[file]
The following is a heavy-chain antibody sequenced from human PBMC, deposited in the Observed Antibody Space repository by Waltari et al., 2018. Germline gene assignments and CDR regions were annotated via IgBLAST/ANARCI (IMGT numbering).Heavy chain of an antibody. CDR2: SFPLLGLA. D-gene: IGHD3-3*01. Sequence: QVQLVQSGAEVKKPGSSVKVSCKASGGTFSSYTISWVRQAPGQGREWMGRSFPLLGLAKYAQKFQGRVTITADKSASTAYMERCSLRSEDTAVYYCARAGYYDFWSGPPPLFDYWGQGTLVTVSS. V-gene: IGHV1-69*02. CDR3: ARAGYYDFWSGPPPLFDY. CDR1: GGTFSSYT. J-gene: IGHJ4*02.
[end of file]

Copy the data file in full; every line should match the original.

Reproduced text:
The following is a heavy-chain antibody sequenced from human PBMC, deposited in the Observed Antibody Space repository by Waltari et al., 2018. Germline gene assignments and CDR regions were annotated via IgBLAST/ANARCI (IMGT numbering).Heavy chain of an antibody. CDR2: SFPLLGLA. D-gene: IGHD3-3*01. Sequence: QVQLVQSGAEVKKPGSSVKVSCKASGGTFSSYTISWVRQAPGQGREWMGRSFPLLGLAKYAQKFQGRVTITADKSASTAYMERCSLRSEDTAVYYCARAGYYDFWSGPPPLFDYWGQGTLVTVSS. V-gene: IGHV1-69*02. CDR3: ARAGYYDFWSGPPPLFDY. CDR1: GGTFSSYT. J-gene: IGHJ4*02.